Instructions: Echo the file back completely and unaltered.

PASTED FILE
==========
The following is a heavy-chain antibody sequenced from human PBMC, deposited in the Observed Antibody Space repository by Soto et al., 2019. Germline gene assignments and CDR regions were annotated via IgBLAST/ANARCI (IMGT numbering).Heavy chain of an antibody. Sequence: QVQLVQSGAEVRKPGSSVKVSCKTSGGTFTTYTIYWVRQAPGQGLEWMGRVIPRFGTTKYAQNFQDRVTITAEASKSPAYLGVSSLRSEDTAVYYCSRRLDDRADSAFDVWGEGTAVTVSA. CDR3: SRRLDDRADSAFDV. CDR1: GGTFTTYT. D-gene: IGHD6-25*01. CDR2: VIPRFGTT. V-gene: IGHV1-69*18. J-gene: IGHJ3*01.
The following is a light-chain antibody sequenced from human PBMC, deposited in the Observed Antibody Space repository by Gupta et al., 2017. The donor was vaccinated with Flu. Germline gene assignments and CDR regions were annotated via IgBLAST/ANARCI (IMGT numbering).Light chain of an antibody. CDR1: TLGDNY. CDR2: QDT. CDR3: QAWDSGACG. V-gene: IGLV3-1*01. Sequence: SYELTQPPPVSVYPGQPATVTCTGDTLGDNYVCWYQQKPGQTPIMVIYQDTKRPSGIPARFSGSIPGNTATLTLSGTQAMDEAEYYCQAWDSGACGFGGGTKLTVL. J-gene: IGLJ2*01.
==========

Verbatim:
The following is a heavy-chain antibody sequenced from human PBMC, deposited in the Observed Antibody Space repository by Soto et al., 2019. Germline gene assignments and CDR regions were annotated via IgBLAST/ANARCI (IMGT numbering).Heavy chain of an antibody. Sequence: QVQLVQSGAEVRKPGSSVKVSCKTSGGTFTTYTIYWVRQAPGQGLEWMGRVIPRFGTTKYAQNFQDRVTITAEASKSPAYLGVSSLRSEDTAVYYCSRRLDDRADSAFDVWGEGTAVTVSA. CDR3: SRRLDDRADSAFDV. CDR1: GGTFTTYT. D-gene: IGHD6-25*01. CDR2: VIPRFGTT. V-gene: IGHV1-69*18. J-gene: IGHJ3*01.
The following is a light-chain antibody sequenced from human PBMC, deposited in the Observed Antibody Space repository by Gupta et al., 2017. The donor was vaccinated with Flu. Germline gene assignments and CDR regions were annotated via IgBLAST/ANARCI (IMGT numbering).Light chain of an antibody. CDR1: TLGDNY. CDR2: QDT. CDR3: QAWDSGACG. V-gene: IGLV3-1*01. Sequence: SYELTQPPPVSVYPGQPATVTCTGDTLGDNYVCWYQQKPGQTPIMVIYQDTKRPSGIPARFSGSIPGNTATLTLSGTQAMDEAEYYCQAWDSGACGFGGGTKLTVL. J-gene: IGLJ2*01.